Well they say it's your birthday! Well it's my birthday too!
We are getting ready to head out on a hike to Cedar Falls in a little while, but I wanted to write down some thoughts that are on my mind before we head out and I get busy with the plans of the day. I hope these reflections will be a blessing to you as they have been to me today.
In church this morning, we read a portion of the account of the life of Joseph from the book of Genesis in the Bible. Here are the notes I wrote as I listened and pondered God's goodness in the life of Joseph even as things around him were less than idyllic:
The applause of men can be enticing, especially when we are feeling low or needy, but accepting it is dishonest and settling for it is foolish when the God of the universe deserves the credit and the God of the universe is the true lifter of your head.
Psalm 3:3 (NLT) "But you, O LORD, are a shield around me; you are my glory, the one who holds my head high."
On my birthday today, I praise the One who knit me together in my mother's womb and who, in His great mercy, has saved my soul and given me a life filled with meaning and purpose! He has repeatedly lifted my head in due time and been my source of greatest joy and greatest satisfaction in life. May I serve him well with as many more days/weeks/years as He gives me!
Today during the discussion we had in the Sunday School class that we attended, I was reminded of a habit that we have gotten into as a family. A good habit! Every time Timothy has a birthday, Jason and I give him a new privilege and a new responsibility based on his age and ability level. Hmmm, what does that have to do with Sunday School...? I'm glad you asked.
We were discussing how grateful we are that God doesn't confront us with every single sinful attitude and action in our lives all at once. We were comforted with the fact that sanctification is a lifelong process and that His grace is sufficient through it all. That made me think of Timmy's birthday privilege and responsibility, because as Christians one of the worst things that we can do is compare ourselves with other believers. That comparison either leaves us gloating in our privileges and mastery of our responsibilities or leaves us feeling like dirt... neither attitude is godly.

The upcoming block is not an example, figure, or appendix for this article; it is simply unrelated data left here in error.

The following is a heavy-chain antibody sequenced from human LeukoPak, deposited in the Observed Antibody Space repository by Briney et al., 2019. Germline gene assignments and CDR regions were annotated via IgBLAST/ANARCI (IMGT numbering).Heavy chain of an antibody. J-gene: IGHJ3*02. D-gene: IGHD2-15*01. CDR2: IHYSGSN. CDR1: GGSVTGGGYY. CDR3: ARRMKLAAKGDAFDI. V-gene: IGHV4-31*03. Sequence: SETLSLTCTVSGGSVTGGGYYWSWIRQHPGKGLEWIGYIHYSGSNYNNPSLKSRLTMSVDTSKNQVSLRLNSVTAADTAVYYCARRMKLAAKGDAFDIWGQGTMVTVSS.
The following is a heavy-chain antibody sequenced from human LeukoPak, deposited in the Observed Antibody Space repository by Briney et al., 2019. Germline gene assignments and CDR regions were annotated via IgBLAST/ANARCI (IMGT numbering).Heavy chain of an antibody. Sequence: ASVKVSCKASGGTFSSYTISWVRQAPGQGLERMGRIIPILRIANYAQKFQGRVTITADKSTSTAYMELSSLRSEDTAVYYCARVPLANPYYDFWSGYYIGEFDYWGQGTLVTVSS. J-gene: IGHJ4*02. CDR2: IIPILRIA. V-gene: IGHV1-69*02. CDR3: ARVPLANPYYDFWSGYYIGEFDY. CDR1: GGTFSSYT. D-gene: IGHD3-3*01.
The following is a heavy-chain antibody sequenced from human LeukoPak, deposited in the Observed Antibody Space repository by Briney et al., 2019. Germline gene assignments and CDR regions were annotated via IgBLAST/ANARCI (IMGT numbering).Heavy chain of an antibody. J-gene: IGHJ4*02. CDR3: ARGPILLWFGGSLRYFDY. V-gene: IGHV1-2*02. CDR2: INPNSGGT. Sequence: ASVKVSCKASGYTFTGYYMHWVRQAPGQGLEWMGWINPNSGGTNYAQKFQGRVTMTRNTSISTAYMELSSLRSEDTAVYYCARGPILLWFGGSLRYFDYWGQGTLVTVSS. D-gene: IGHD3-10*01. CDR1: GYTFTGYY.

Here is a practical example: On Tim's 10th birthday, his new responsibility was to make his bed daily. He was finally tall enough and his arms were finally long enough to do the job right.
- Does this mean that Tim's bed had gone unmade for the previous 10 years? No. We took care of it until we were convinced he was able.
- Does that mean that we were secretly harboring anger toward Tim for the previous 10 years because beds need to be made and he wasn't making his? No. We hadn't asked him to do that yet, nor did we feel like he was ready for that responsibility. There were other things we had him working on in the meantime (setting the table, picking up dog poop in the yard, vacuuming, putting away dishes, etc.).
- Does that mean that the 7, 8, and 9 year old friends that Tim had who had already been making their beds themselves were better than Tim? No. They had been given different responsibilities by their parents that had nothing to do with what was between Tim and his parents.
If that makes perfect sense to us, why do we not always carry that principle with us into the spiritual realm. Why do we look down our noses at people who "call themselves Christians" but still sin in ways we don't? Or, on the other side of that coin, why do we look at others who have mastery over something and declare ourselves worthless because we aren't there yet. God convicts us all and equips us all as He sees fit as we grow up and mature in Him. He doesn't expect everything from us all at once and we shouldn't expect it of each other.
The moral of this story?
1. You may be making your bed daily, but don't gloat over your brother or sister with the unmade bed... chances are he/she has been busy picking up dog poop. Want to trade?